I have data on the graduation rate, tuition, and average student income (a measure of accessibility) for about $7,000$ colleges and universities in the U.S., and I'm trying to compose an interactive in which people can manipulate the importance of these three variables to create a ranking. Users drag three sliders to emphasize or deemphasize the importance of the variables:

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I've standardized the variables through the usual means so that each value is the number of standard deviations from the mean. Each variable also has a weight assigned by the sliders, which add to 1. One user might give $50\%$ weight to graduation rate and $25\%$ to the other two; another might give $33\%$ to all three, and so forth.

My first instinct was to just multiply the weight by the standardized value and add them together for each school's score. But this seems to overly reward outliers in one area, when the goal is to surface schools that perform well over all. Graduation rate is negatively correlated with accessibility and positively correlated to cost, FWIW.

Is there an accepted way to weight multivariate systems like this in a better way?


2 Answers 2


If $x_1,\ldots,x_n$ are the scores in $n$ categories assigned to some school, pick some $p$ from $(0,\infty)$ and compute the total score as $$ \bar x = \left(\frac{1}{n}\sum_{k=1}^n \textrm{sgn}(x_k)\sqrt[p]{|x_k|} \right)^p \text{ where }\textrm{sgn}(x) = \begin{cases} -1 & \text{if $x < 0$} \\ 0 & \text{if $x=0$} \\ 1 &\text{if $x > 0$} \end{cases} $$ If If $x_1 = \ldots = x_n = x$, you always get $\bar x = (\frac{1}{n}n\,\textrm{sgn}(x)\sqrt[p|]{|x|})^p = sgn(x)\,|x| = x$. The larger $p$ gets, the less do large scores in a single category influence the value. For example, if $x_1=x_2=0$, $x_3=x$, then $\bar x = \frac{x}{3^p}$.

To incorporate weights into this, simply replace the $\frac{1}{n}\sum \ldots$ part, which simply averages the $p$-th roots of the $x_k$, by a weighted average. If your weights are $w_1,\ldots,w_n$, the weighted total score is $$ \bar x = \left(\frac{1}{w}\sum_{k=1}^n w_k\textrm{sgn}(x_k)\sqrt[p]{|x_k|} \right)^p \text{ where $w = w_1 + \ldots + w_k$.} $$

You'll have to play with various values for $p$ to see which work well. Generally, if $p > 1$, values close to zero will influence the result more than values far away from zero. On the other hand, if $p < 1$, then large values will have more influence. In the limit $p \to 0$, $\bar x$ is the value furthest awa from zero, with the other values having no influence (i.e., the opposite of what you seem to want). So you'll want to only look at values $p > 1$.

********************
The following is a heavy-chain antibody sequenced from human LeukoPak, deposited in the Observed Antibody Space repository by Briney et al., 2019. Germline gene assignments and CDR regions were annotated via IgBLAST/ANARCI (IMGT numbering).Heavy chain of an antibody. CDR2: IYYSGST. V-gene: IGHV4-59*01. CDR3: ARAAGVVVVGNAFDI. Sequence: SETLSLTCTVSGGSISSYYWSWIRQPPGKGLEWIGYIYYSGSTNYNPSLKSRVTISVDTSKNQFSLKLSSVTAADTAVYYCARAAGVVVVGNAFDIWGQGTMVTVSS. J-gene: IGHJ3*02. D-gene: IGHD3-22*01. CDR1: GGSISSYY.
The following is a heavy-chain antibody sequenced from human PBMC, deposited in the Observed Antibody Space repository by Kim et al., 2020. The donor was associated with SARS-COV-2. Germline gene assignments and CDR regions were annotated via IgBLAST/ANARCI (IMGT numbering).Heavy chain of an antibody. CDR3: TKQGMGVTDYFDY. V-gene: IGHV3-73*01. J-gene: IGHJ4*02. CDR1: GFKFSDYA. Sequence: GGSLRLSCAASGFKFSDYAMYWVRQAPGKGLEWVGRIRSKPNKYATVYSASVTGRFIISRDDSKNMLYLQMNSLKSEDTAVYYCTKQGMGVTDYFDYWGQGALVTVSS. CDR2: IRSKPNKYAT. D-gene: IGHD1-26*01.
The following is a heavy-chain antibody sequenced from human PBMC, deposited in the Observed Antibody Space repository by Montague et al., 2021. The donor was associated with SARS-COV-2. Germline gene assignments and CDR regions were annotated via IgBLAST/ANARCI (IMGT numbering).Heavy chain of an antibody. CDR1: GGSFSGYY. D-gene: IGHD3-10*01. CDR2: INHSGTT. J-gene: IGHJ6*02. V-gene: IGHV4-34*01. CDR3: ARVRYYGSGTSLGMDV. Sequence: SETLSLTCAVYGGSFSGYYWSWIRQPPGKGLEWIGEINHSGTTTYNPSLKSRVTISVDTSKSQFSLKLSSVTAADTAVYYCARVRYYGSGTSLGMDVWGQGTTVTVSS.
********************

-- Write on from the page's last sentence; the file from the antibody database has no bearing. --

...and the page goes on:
Note that the business with $\textrm{sgn}$ and the absolute value $|x_k|$ is only necessary if the scores can be negative. It simply works around the issue that $\sqrt[p]{x_k}$ isn't defined for negative $x_k$, so what we do is we take the $p$-th root of the absolute value $|x_k|$, and then add the original sign of $x_k$ back by multiplying with $\textrm{sgn}(x_k)$.

  • $\begingroup$ Due to lack of reputation points, @ManuJM can't ask in the comment section, so I quote him: "What if we scale the features using minmax or quantile scaling methods? Then how would $p$ affect them? Will $p$ be still significant?" $\endgroup$
    – PinkyWay
    Apr 24, 2020 at 6:55
  • $\begingroup$ @ms._VerkhovtsevaKatya $p$ will still have the effect described above, but of course it'll act on the transformed values, so the effects of your chosen and p and your transformation will add up. If you use a transform like quantiles that already reins in extreme values very effectively, you may find that a simple average (i.e. $p=1$) is the best choice afterwards. $\endgroup$
    – fgp
    Apr 27, 2020 at 11:48

Consider the following. Assume that the first two of your variables are perfectly correlated and orthogonal to the third. If a user specifies $(1/3,1/3,/1/3)$ as their weights, then they are saying that the third category should count as $1/3$ of the total score REGARDLESS of how the first two categories may be correlated. Thus, correlation or anti-correlation doesn't really matter if you want to interpret the weights literally. If you want to start reinterpreting the weights on behalf of the user, e.g. when the first two categories are perfectly correlated then weights $(1/3,1/3,1/3)$ become $(1/2,1/2)$ where you eliminate one of the two correlated categories, then you can compute a diagonalization of the covariance matrix (which will give you an orthonormal basis), and use the diagonalization to redefine the weights in terms of the linear combinations of basis vectors that give you the orthonormal basis vectors (taking the weights on the diagonal matrix entries into account). Thus, if you diagonalized a matrix where two entries were perfectly correlated, you would get 2 eigen-vectors with non-zero eigen-values and these eigen-vectors would form the basis of your scoring system, where the two perfectly correlated variables were simply treated as one variable.


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